After Hamas took over Gaza in 2007, I was unable to go back because the Rafah border was sealed shut for a number of years. There are multiple crossing points between Gaza and Israel, but the movement of people is incredibly restricted and subject to complex permits.

As such, I have never visited the house that my father was born in – even though I now have a British passport, I still can’t visit because I am from Gaza. It’s an apartheid system where I am only allowed to travel according to my Palestinian ID card.

My mum had cancer in 2009 and the Rafah border was sealed completely. When I was able to enter, I got stuck in Gaza for six months while my wife was pregnant with our first child, Zino. I sat by my mum on her hospital bed receiving chemotherapy without any electricity during a hot summer. 

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That’s not the only time when visiting home felt impossible.

In 2016, I tried to cross to the Israeli-occupied West Bank from Jordan with a group of international authors, using my British passport. All other writers – including Nobel Prize winner, J.M. Coetzee – entered Palestine and took part in the PalFest Literary Festival, except me.

I was turned back because I was from Gaza. When I mentioned that I was British and needed to speak to my embassy, the Israeli officer replied: ‘You are from Gaza, call God if you want’.

Since leaving, the Gaza prison-like conditions remain inside my heart – and feeling like I now live outside of this prison is equally painful.

My father passed away recently and I wasn’t able to just jump on a flight to get to the funeral. I missed his funeral and the traditional three-day wake we have to honour the dead. A piece of me was lost forever because I couldn’t be there and I will never be able to get it back.  

Israel destroyed the only airport in Gaza in 2001. This beautiful Mediterranean city is not allowed to have a sea port either. But I also can’t easily bring my mother to Britain for a visit as her visa gets rejected frequently on the false grounds that she doesn’t have the intention of returning to Gaza.

So, in a way, I have ended up stuck in the UK – writing my novels, Vanished and Come What May, doing theatre, like The Shroud Maker and Camouflage, and telling stories, like my short story in the book Palestine+100 about Gaza winning the rights to host the Olympics in 2048 – that people will hopefully be able to understand and will relate to.

I tell stories to my own kids and ask them to remember that we are a nation that was uprooted from our homes and that one day we – or they – will return.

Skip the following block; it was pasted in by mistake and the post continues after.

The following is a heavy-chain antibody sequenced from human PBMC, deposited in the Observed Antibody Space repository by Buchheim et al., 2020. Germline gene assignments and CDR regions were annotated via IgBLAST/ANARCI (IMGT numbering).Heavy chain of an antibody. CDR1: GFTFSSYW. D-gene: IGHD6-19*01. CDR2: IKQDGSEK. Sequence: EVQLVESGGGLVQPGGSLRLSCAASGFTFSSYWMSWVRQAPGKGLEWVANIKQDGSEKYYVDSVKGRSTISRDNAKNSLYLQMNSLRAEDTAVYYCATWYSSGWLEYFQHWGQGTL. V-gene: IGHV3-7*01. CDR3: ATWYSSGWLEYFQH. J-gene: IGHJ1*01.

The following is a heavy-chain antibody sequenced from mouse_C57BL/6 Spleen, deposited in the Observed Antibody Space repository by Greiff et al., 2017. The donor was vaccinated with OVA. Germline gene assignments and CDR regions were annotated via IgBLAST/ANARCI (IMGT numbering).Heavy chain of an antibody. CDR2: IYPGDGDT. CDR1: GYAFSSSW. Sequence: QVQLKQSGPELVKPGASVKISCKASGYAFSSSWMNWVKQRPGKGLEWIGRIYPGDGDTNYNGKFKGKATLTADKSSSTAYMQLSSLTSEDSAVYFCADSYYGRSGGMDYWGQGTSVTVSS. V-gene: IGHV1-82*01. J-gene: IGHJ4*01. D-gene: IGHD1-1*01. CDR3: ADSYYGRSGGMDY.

On the 75th anniversary of the Nakba today, I look at my life and my journey and wonder where I would be if it hadn’t happened. Would I even be a writer or live in London? Would I have the two beautiful children I have? Would the suffering I endured have been consumed in something else?

I often think of the millions of Palestinian refugees, those without documents or status and I try to imagine that, like me, they are still hanging on to hope.

Living in the UK as a British citizen while coming from a place often associated with conflict is very painful.

I am happy that I have a safe home in London where my children can grow up in safety and live like any other kids around the world, wanting the latest Xbox game and watching Matilda. They get a life unlike how I grew up and without the same worries of my nephews and nieces in Gaza right now, not knowing when the electricity would come back again or where the next bomb will fall.

London has allowed me to be the writer I am, it’s a home that accepts me for who I am and cherishes my creativity. But Palestine is in my veins as the inspiration for everything I do.

For me, the Nakba is not an anniversary, it’s an everyday occurrence, being exiled in a different new home and it being so difficult to go back to the one I knew. 

There’s no doubt that, at the moment, the future for everyone in Palestine is looking bleak. There’s a far-right Israeli government, the expansion of illegal settlements, and plans to annex yet more West Bank territory.

However, the optimist in me thinks that, sooner or later, there will be a solution. What that looks like, no one knows yet, but Israeli apartheid will end and everyone’s human rights will be better respected.

Treating everyone equally must be the basis of any political settlement.

Until then, I’ll likely – and sadly – continue to be haunted by those two blue WhatsApp ticks.